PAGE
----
11 September 2019

September honey Harvest

Play Jazz if you like - Or skip on down:

I know it is late in the season to be taking honey from thhttps://youtu.be/Ik5UIcY5IQw?t=15e hive but I have been slow to harvest much at all any earlier. Due to wet and windy weather and projects elsewhere, the opportunities simply were not there.
A hindrance to harvesting this year was a degree of cross combing that needed sorting out, with most of the honey stores being spread out amongst the horizontal log shape of the colonies. Harvesting was tricky to do without blundering down into the brood nest.
My attempts at queen breeding have been postponed till next year.
However, my inspection yesterday went well. Smoker lit and fuelled with oak havings which I light up with the help of a few capfuls of methylated spirits. Despite this and being wrapped up well under my smock and veil, I was stung lightly through my sock and again on the lower right leg from a bee that ventured up my trousers!
Three of the colonies are doing quite well with no depletion in numbers as yet.
The fourth colony have not recovered in number after being shaken down from an old hive into my own Cathedral top-bar hive. The idea is to enable interchangeable bars and easier manipulation.
I shall feed from now on, till Christmas or they may not overwinter.

I prefer to use the honey without extracting from the comb and managed to gather 10lbs in all.


10 September 2019

Wear out a Morgan gracefully

Preferring not to allow the Morgan to gather dust in the garage. Weather permitting, it's driven with enthusiasm at every opportunity, and with the hood down.

From acquisition day with less than 7,000 miles on the clock in 2011, it is now approaching 70,000 miles, but with little or no change to good performance or cosmetic good looks.

The bodywork and underlying mechanics are sound and the M.O.T. regularly passed with hardly a comment. The majority of maintenance is done by myself and I have only once suffered a breakdown when the radiator failed. The common weakness here was rectified later by fitting an all aluminium radiator.  All the fluids are regularly monitored and changed.

Particularly impressive is the way the ECU keeps the engine in tune. Starting is instantaneous and the engine has always run perfectly. This includes several trips abroad using all kinds of terrain and types of road. To get a flavour of these ventures, see elsewhere on this Blog.
As well as the radiator change I have renewed the rear brake shoes, replaced disk pads, replaced sliding pillars with hard chromed ones, sheathed the pillars in leather to keep out dirt/grit. Replaced a master cylinder, added spotlights, added triple horns, replaced washer fluid tube, added a clock and voltmeter, renewed the auxiliary ribbed belt (very simple to do), adjusted tracking, tied down all loose wiring, renewed perished parts of the cooling tubing. adjusted the handbrake cable, greased the spider universal joints to the transmission and steering. Oiled the leaf springs and hangers from time to time. Bled the brake system several times. Made a dashboard of wood and more recently a wood steering wheel and matching gear knob. Kept a log of all work carried out, together with mileage and dates on which this was done.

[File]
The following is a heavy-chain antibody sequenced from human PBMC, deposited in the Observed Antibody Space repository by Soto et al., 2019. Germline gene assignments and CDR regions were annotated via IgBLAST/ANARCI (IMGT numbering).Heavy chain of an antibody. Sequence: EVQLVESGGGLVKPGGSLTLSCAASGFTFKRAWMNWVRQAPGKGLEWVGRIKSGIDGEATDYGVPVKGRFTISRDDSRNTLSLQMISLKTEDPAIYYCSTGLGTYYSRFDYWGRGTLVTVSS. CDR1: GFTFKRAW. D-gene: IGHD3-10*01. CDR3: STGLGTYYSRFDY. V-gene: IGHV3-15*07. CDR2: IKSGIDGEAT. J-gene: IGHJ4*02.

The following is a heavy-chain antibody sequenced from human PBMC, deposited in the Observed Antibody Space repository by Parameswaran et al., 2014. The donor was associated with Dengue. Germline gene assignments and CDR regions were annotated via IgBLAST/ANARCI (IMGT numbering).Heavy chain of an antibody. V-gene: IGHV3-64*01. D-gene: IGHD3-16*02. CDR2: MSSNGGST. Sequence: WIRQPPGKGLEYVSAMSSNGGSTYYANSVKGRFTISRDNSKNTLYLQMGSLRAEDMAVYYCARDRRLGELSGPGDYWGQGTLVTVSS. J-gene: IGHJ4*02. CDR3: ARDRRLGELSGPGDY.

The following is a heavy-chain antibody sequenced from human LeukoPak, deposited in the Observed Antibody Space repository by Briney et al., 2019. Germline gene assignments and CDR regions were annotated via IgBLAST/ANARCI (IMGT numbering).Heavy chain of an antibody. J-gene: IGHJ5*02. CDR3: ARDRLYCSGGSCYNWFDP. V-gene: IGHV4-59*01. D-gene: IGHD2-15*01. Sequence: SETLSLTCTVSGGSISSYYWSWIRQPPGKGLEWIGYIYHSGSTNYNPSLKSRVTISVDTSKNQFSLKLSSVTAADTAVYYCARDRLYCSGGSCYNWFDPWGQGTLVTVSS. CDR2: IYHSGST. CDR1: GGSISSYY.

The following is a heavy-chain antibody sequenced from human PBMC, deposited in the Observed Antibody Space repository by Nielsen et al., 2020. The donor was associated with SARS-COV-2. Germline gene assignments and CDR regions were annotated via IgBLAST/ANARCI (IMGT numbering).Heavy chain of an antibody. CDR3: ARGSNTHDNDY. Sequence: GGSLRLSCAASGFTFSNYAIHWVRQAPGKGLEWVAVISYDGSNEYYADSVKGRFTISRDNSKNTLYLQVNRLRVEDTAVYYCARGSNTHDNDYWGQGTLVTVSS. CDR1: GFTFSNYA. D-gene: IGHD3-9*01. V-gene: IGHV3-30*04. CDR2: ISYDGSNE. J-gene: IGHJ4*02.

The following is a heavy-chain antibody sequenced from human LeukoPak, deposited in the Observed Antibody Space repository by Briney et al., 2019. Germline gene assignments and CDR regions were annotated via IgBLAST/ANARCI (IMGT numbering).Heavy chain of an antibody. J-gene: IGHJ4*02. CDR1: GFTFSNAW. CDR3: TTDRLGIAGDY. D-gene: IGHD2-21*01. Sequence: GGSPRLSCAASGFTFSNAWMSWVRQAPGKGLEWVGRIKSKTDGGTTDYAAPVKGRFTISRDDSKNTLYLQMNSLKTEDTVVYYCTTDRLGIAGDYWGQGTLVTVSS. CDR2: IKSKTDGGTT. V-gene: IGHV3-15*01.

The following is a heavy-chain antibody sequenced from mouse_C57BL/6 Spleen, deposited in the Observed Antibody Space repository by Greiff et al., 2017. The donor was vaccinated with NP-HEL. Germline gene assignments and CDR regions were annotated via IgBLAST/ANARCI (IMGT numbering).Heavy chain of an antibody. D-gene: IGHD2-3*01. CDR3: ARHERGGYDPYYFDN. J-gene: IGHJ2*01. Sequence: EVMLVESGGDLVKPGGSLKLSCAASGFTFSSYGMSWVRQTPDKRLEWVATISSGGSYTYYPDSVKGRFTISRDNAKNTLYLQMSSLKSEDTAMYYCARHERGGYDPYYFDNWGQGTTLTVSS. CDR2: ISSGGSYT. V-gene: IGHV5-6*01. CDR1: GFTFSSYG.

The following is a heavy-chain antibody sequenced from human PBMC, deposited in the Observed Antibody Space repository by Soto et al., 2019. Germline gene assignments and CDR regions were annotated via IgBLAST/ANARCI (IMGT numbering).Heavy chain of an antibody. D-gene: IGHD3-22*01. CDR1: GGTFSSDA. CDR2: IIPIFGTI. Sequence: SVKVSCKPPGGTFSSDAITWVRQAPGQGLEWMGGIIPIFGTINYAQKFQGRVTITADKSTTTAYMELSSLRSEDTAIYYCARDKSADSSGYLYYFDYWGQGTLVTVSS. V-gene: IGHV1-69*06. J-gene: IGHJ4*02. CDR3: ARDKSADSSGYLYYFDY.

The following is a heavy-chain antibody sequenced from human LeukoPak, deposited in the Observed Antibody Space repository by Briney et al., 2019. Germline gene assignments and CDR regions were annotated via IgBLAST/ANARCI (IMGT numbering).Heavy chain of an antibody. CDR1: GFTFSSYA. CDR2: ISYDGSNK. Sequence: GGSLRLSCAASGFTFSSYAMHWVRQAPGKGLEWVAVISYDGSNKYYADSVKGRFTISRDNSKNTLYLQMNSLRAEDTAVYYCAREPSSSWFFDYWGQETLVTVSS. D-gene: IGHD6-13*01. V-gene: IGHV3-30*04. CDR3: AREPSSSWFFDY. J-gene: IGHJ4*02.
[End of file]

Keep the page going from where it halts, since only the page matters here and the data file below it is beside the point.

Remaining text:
I have a decent hydraulic jack and axle stands for getting safely underneath.

In the garage, I normally drape a softcover dust sheet over the top.

A planned trip to Cadiz had to be postponed this year  (2019) because of a minor medical issue and lack of free time through childminding duties. However, there have been some lovely ventures and newly discovered venues closer to home in the south-west UK, including Newton Ferrers and Noss Mayo.

5 September 2019

Woodcarving of Swifts

When my daughter asked me to make her a trophy for her keep fit gymnasium, I came up with the idea of this pair of swifts in flight over the rooftop. Each swift comprises of nine separate pieces of Kuruma wood glued together in such a way that the distinctive wood grain shows up a little like feathers, and, renders the sculpture less liable to split. Kuruma is an African hardwood not previously used by me. It tends to blunt tools quickly but finishes well and is quite durable. Used in furniture, flooring boat building and sometimes in sculpture.
I finished by applying my own blend of beeswax and flax oil and mounting the pair onto a base of English Oak and Red Oak.







11 August 2019




Making a steering wheel.

The Morgan 4/4 already had a wood steering wheel the Mota Lita but it is really substantially aluminium alloy with only the rim made of wood and that is plywood with little intrinsic strength, having laminations that are radial and so adding no rigidity.
A recent wandering through a classic car show sparked the idea, seeing a 1914 Hupmobile with its wooden spoked wheels and a crude wooden steering wheel that has stood the test of time.